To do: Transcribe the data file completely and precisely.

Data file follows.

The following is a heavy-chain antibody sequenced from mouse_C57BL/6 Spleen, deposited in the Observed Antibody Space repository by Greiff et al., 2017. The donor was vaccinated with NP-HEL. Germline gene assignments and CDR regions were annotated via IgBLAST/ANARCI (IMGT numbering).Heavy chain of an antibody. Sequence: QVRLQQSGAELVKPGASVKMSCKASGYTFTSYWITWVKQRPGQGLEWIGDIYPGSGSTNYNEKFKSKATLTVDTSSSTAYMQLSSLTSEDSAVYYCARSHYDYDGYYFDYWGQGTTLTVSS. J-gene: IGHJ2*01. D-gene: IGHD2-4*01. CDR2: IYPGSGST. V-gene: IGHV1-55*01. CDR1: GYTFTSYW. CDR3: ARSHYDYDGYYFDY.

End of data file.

The following is a heavy-chain antibody sequenced from mouse_C57BL/6 Spleen, deposited in the Observed Antibody Space repository by Greiff et al., 2017. The donor was vaccinated with NP-HEL. Germline gene assignments and CDR regions were annotated via IgBLAST/ANARCI (IMGT numbering).Heavy chain of an antibody. Sequence: QVRLQQSGAELVKPGASVKMSCKASGYTFTSYWITWVKQRPGQGLEWIGDIYPGSGSTNYNEKFKSKATLTVDTSSSTAYMQLSSLTSEDSAVYYCARSHYDYDGYYFDYWGQGTTLTVSS. J-gene: IGHJ2*01. D-gene: IGHD2-4*01. CDR2: IYPGSGST. V-gene: IGHV1-55*01. CDR1: GYTFTSYW. CDR3: ARSHYDYDGYYFDY.